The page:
James Webb Space Telescope ready to make history

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To play this video you need to enable JavaScript in your browser.Media caption, Watch: BBC science editor Rebecca Morelle explains how the James Webb Space Telescope will work

The biggest space telescope ever conceived is scheduled to go into orbit in the coming hours.

The $10bn James Webb Space Telescope will be launched on a European Ariane rocket from French Guiana.

It's a project that has taken 30 years to design and build and is regarded as one of the grand scientific endeavours of the 21st Century.

Webb's goal will be to try to image the very first stars and galaxies to shine in the Universe.

It will also have the power to probe the atmospheres of distant planets to look for gases that might hint at the presence of life.

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Image source, NASA

Lift-off from the equatorial Kourou spaceport is timed for 09:20 local time (12:20 GMT).

The anticipation is high, but so too is the level of anxiety.

To get to space, Webb must first survive a 27-minute ascent on what is, in effect, a controlled explosion.

The telescope then has to unfold itself in a series of complex deployments, all of which must be completed flawlessly or the observatory as a whole won't work.

"Webb is an extraordinary mission," said US space agency administrator Bill Nelson.

"It's a shining example of what we can accomplish when we dream big. We've always known that this project would be a risky endeavour. But, of course, when you want a big reward, you have to usually take a big risk."

The James Webb telescope is named after one of the architects of the Apollo Moon programme, and the space agencies of the US, Europe and Canada, who are all partners on the project, regard it as a science flagship of no less importance.

Webb's mission is to build on the discoveries of the Hubble Space Telescope, which, after 31 years in orbit, is nearing the end of operations.

Webb will look deeper into the cosmos and, as a consequence, much further back in time.

At the core of the new facility's capabilities is its 6.5m-wide golden mirror.

This remarkable reflecting surface, allied to four super-sensitive instruments, should enable Webb to detect the light from the pioneer stars. These objects are theorised to have ignited more than 13.5 billion years ago.

"They will be just little red specks," said Nasa senior project scientist and Nobel Prize winner John Mather.

"We think there should be stars, or galaxies, or black holes maybe beginning at 100 million years after the Big Bang. There won't be many of them to find at that time but the Webb telescope can see them if they're there, and we're lucky," he told BBC News.

The pioneer stars are more than a mere curiosity. They began the process of seeding the cosmos with the first heavy chemical elements.

The calcium in our bones, the phosphorus in our DNA and the iron in our blood – all these atoms had to be "manufactured" in the nuclear reactions that make stars shine, and in the mighty explosions that end their existence.

In this sense, Webb will be charting our origins.

"One of my favourite things about astronomy in general is that it really gets right down to our big questions: Where do we come from? How did we get here? Are we alone? These questions are more than just arcane science questions; they're questions that get to the heart of what it means to be human," said Nasa deputy project scientist Dr Amber Straughn.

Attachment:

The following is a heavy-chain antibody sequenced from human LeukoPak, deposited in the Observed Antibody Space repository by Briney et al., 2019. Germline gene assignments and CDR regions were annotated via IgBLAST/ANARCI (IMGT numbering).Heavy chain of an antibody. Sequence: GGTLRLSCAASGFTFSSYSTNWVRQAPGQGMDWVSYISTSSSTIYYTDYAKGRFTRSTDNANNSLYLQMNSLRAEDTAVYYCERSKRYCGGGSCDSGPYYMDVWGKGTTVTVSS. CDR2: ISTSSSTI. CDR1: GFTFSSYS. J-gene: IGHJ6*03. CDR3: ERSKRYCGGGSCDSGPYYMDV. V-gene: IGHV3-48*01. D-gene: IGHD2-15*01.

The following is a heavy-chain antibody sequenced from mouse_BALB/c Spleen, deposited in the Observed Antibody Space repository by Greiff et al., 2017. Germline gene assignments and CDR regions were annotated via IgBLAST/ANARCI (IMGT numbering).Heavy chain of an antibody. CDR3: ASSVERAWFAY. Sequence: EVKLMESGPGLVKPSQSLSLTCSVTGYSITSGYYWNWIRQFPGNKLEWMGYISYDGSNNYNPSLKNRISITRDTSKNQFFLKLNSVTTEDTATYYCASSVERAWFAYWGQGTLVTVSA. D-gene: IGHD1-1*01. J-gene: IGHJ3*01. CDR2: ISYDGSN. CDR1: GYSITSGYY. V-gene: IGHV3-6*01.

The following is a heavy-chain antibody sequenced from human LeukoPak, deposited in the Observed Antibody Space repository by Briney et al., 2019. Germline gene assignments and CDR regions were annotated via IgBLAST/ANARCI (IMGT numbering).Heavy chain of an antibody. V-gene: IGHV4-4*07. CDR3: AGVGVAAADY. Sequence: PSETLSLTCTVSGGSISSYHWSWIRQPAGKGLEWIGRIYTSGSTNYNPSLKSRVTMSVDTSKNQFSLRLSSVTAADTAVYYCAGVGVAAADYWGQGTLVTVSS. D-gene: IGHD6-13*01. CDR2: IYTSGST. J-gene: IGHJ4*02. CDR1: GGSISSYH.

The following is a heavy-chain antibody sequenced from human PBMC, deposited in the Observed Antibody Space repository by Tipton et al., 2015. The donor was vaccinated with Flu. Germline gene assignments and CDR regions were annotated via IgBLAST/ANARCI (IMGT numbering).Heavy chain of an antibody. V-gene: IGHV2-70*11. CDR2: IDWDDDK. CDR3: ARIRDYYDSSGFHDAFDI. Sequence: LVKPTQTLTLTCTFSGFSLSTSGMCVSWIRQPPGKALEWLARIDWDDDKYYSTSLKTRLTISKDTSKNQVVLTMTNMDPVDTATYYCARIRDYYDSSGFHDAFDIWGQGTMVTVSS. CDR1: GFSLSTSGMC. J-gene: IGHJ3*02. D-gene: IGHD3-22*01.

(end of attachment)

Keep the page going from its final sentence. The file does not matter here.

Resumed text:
Image source, NASA/Chris GunnImage caption, James Webb is so big it has had to be folded to fit in the nosecone of its launch rocketIs this astronomy's biggest gamble?

Getting this telescope to space has been far from easy. Plagued with years of delays and billions of dollars of overspends – there were even calls to cancel the project along the way. But scientists persisted. And now, sitting on top of a rocket, is the biggest, most complex and most powerful space telescope ever built.

The launch will be nail-biting enough – but it's what comes next that's making astronomers even more nervous. Unfolding a tennis-court sized telescope in space is hands-down the most difficult deployment ever attempted. If anything goes wrong – and there are over 300 points where the operation could fail – it's game over. But with the highest of risks, comes the highest of rewards.

Webb will be transformative, giving us spectacular new views of every phase of cosmic history. And this will help us to answer humanity's biggest questions: How did the Universe begin, and are we alone in it? If Webb can do that, the gamble will have paid off.

Saturday's flight to orbit involves one of the most dependable rockets in the business. The Ariane-5 has a greater than 98% record of success. Its last outright failure was in 2002.

The less-than-2% rate reflects the hazards that inevitably come with handling such an extreme vehicle.

People will naturally focus on it – there are no guarantees in the rocket business – but it's fair to say that few Ariane missions have been subjected to the same level of detailed scrutiny as this one.

Engineers have reviewed every aspect of the vehicle's performance. All questions have been answered.

The Ariane will fly east from Kourou, out over the Atlantic towards Africa.

A signal confirming Webb is in space and safe should be picked up by a ground antenna in Malindi, Kenya.

This will mark the start then of a month-long journey for the telescope as it moves out to its planned observing station 1.5 million km from Earth.

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To play this video you need to enable JavaScript in your browser.Media caption, Watch an animation of how Webb's flight to orbit should proceed

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